In normal circumstances, that wouldn't have mattered much. The glorious unpredictability of tennis means that on any given day, a Lukas Rosol has a chance to topple a Rafael Nadal, and a Sergiy Stakhovsky has the ability to upset a Roger Federer. But this wasn't any given day. This was a day on which Kyrgios, a tennis professional, decided that a tennis match wasn't really worth his time.

He soft-balled first serves into play and moved to his chair before Zverev had even hit the return. He made foolhardy forays to the forecourt without being remotely in position to hit a volley. He made no attempt to move while receiving serve.

Things got so bad that at one point umpire Ali Nili was forced to tell him, “Nick, you can’t play like that. It’s just not professional. This is a professional tournament.”

Not that that had any effect. Kyrgios’ disinterested play continued till the end of the match, bottoming out with this potentially-immortal line: “Can you call time so I can finish this match and go home.”

The crowd in attendance probably wanted the same thing. They booed him on and off during the match, with one spectator even shouting out, “You gotta respect the game!” Kyrgios, of course, had a ready response to that. “You wanna come here and play? Sit down and shut up and watch.”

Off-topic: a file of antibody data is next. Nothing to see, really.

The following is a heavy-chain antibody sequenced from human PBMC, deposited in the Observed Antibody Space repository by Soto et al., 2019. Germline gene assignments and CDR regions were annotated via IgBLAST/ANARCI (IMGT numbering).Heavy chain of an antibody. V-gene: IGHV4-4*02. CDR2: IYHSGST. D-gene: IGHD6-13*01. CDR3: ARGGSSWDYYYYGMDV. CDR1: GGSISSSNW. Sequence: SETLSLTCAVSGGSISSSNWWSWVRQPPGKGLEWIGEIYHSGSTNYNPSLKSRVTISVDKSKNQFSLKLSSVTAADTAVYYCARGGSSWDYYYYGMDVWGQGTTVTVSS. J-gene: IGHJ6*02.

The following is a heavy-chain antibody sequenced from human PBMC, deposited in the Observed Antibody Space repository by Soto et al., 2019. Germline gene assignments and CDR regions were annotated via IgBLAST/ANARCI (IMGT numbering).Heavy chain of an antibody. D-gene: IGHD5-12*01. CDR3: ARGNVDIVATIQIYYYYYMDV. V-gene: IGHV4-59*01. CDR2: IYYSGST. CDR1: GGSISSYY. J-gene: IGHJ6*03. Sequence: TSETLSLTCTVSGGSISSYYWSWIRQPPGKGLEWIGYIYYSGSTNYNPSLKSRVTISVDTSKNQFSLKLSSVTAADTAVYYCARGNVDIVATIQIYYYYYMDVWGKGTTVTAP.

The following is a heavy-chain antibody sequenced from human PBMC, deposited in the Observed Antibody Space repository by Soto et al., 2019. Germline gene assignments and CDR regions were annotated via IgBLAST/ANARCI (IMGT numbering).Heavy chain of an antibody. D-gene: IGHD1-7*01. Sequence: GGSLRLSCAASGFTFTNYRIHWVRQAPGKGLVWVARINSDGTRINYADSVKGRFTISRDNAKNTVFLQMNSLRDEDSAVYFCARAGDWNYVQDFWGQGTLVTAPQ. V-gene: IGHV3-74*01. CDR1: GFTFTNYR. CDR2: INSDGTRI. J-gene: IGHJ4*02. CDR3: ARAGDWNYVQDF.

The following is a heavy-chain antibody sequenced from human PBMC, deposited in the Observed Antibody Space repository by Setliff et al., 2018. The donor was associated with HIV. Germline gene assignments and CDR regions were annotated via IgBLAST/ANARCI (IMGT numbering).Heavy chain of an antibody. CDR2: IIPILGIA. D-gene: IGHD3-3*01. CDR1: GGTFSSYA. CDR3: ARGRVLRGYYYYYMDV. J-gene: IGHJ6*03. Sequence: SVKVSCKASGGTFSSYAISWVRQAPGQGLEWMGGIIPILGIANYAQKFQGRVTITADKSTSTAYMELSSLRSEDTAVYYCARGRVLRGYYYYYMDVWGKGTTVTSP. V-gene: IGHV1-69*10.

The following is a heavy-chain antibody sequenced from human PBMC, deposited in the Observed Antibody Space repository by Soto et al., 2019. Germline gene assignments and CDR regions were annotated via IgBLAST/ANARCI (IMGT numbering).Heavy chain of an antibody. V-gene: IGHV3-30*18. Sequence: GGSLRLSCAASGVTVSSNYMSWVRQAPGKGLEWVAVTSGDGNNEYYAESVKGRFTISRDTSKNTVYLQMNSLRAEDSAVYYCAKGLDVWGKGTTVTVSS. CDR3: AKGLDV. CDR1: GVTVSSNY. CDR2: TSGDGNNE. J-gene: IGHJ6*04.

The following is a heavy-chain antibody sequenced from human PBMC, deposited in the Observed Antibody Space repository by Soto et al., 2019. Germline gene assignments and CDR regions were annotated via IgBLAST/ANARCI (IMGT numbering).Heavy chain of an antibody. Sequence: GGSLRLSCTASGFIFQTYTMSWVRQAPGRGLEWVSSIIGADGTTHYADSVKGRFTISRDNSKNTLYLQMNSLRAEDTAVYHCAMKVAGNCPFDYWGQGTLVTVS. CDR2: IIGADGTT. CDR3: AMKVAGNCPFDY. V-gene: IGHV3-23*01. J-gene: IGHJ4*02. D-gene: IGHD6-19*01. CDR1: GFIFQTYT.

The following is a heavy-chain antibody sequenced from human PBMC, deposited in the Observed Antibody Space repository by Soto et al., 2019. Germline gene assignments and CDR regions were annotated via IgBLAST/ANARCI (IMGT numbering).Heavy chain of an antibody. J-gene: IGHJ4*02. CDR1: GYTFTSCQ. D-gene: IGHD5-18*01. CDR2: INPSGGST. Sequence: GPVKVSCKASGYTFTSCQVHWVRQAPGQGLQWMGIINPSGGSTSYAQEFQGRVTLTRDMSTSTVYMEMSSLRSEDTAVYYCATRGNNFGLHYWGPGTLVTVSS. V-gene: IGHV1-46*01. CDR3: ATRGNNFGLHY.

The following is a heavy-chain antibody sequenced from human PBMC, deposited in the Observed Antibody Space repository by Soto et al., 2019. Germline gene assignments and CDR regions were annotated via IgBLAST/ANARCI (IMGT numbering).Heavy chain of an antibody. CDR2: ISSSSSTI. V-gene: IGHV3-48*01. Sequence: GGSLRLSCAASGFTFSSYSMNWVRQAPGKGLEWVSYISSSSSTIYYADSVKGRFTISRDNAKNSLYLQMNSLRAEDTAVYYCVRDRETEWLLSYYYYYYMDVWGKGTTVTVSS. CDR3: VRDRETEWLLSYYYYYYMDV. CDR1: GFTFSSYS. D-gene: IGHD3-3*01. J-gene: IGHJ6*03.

He was similarly unapologetic in his post-match press conference. When asked if he thought the crowd had a right to expect more effort from him, he said, “Not at all. I feel like if they knew what they were talking about they’d be on the tennis court and being successful as well.”

He didn't stop there, going on to snarl, “I don’t owe them anything. It’s my choice. If you don’t like it, I didn’t ask you to come watch. Just leave,” and “If you’re so good at giving advice and so good at tennis, why aren’t you as good as me? Why aren’t you on the tour?”

Kyrgios, of course, has been on the tour for a while now, and with good reason. When he first made a splash in 2014, shocking Rafael Nadal in the 4th round at Wimbledon, we couldn't stop raving about his ability to casually flick winners past his opponents while looking thoroughly bored. There was that tweener to beat all tweeners, and the shot-making savants among us were sold.